Handing the White House a huge judicial victory, the U.S. Supreme Court on Monday ruled in favor of President Trump’s travel ban affecting residents of six majority-Muslim countries.
The justices said the policy can take full effect despite multiple legal challenges against it that haven’t yet made their way through the court system.
According to Western Journal, the ban applies to those traveling or seeking to immigrate from Iran, Libya, Somalia, Sudan, Syria and Yemen.
The president’s executive order made an exception for those seeking to enter the country with a “bona fide” relationship with people in the United States.
The high court’s order overrules a September decision by the 9th U.S. Circuit Court of Appeals, which more broadly defined what constituted a bona fide relationship.
— CNN Breaking News (@cnnbrk) December 4, 2017
Trump DOJ lawyers argued before the 9th Circuit that only those in the immediate nuclear family and in-laws counted as bona fide relationships.
The 9th Circuit ruled that “(s)tated simply, the government does not offer a persuasive explanation for why a mother-in-law is clearly a bona fide relationship, in the Supreme Court’s prior reasoning, but a grandparent, grandchild, aunt, uncle, niece, nephew or cousin is not.”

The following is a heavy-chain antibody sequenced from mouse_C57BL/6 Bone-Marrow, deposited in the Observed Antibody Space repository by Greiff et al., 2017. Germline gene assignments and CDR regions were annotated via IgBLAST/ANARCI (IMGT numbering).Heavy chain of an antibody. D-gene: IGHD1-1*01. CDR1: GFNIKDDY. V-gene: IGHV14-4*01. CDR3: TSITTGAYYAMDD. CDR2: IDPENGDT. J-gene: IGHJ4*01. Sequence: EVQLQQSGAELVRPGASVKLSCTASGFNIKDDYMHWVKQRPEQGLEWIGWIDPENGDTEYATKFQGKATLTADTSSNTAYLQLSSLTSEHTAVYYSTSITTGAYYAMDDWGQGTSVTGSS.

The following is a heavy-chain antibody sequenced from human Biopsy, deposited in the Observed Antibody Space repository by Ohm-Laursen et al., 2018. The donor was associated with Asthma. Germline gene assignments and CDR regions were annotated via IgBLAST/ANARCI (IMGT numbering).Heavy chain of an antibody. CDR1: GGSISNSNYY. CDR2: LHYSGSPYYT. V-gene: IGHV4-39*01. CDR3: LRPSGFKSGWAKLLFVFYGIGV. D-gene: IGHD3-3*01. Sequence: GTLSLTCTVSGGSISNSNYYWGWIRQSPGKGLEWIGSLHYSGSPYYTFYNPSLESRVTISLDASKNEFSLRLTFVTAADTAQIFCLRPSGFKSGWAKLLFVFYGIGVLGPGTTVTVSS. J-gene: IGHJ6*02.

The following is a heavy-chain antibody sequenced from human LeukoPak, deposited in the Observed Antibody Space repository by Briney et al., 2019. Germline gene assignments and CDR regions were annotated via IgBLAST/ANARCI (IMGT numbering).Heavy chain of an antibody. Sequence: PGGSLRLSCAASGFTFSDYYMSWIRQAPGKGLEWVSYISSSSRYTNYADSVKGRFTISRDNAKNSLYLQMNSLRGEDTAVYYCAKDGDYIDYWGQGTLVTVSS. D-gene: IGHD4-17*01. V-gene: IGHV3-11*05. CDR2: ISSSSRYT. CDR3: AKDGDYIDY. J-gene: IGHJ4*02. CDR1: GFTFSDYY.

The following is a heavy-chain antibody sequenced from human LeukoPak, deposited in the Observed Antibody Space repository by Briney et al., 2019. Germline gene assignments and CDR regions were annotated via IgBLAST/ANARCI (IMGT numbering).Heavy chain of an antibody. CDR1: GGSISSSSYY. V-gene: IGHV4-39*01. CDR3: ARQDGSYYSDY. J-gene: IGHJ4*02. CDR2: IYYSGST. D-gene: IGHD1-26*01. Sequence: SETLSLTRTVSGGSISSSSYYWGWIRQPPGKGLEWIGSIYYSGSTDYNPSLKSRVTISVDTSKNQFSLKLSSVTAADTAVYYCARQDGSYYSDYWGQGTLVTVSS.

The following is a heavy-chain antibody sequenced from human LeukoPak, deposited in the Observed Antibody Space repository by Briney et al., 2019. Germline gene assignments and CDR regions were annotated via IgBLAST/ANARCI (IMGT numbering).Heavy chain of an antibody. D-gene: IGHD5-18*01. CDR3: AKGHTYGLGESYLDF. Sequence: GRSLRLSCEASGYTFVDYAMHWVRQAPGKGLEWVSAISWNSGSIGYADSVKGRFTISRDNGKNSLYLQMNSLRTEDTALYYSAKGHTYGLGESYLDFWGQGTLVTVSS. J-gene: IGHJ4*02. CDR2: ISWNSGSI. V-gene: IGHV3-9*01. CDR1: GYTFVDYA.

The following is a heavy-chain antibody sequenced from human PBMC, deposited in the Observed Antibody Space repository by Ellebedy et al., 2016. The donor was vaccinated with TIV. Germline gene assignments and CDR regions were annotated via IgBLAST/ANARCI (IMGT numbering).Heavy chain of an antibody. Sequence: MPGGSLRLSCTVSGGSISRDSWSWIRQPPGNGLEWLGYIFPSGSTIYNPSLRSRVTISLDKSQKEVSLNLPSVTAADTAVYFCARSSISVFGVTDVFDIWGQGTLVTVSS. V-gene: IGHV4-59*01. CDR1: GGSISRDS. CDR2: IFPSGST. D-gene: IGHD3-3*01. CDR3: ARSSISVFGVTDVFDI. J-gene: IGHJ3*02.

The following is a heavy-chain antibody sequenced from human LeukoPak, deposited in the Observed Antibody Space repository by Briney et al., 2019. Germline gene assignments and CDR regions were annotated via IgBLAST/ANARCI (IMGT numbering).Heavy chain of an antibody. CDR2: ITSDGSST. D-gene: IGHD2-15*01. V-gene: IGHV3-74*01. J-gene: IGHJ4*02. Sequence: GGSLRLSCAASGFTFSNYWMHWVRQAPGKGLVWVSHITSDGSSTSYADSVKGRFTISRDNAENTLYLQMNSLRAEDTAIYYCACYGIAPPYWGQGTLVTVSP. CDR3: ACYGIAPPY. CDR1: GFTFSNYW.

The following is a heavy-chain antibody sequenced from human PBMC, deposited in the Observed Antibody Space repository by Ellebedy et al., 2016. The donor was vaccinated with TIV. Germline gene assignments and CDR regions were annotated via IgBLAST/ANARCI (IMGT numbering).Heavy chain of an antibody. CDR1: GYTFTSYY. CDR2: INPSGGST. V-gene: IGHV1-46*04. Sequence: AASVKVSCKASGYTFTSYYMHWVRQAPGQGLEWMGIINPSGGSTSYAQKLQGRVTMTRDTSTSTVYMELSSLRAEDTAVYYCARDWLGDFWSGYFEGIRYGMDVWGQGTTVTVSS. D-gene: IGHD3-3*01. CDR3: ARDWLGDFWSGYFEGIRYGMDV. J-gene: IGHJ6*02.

BREAKING: Supreme Court allows full enforcement of Trump travel ban affecting residents of six mostly Muslim countries.
— The Associated Press (@AP) December 4, 2017
In June, the Supreme Court also overruled the 9th and the 4th Circuit’s decisions blocking the implementation of the entire travel ban.
Monday’s order by the Supreme Court does not decide the overall constitutionality of the travel ban, which is still being litigated in lower courts.
However, it does allow the ban to remain in place, until a final disposition is made.
The 9th and the 4th Circuit, will be holding arguments on the legality of the ban this week, according to The Associated Press.
Justices Ruth Bader Ginsburg and Sonia Sotomayor opposed Monday’s order.
Trump’s lawyers were not satisfied with that partial win in the appeals courts. They filed an emergency appeal on Nov. 20 contending that allowing the ban to go into only partial effect “will cause ongoing irreparable harm to the government and the public.” They predicted the court would eventually uphold the order so the justices should permit the order to go into full effect without further delay.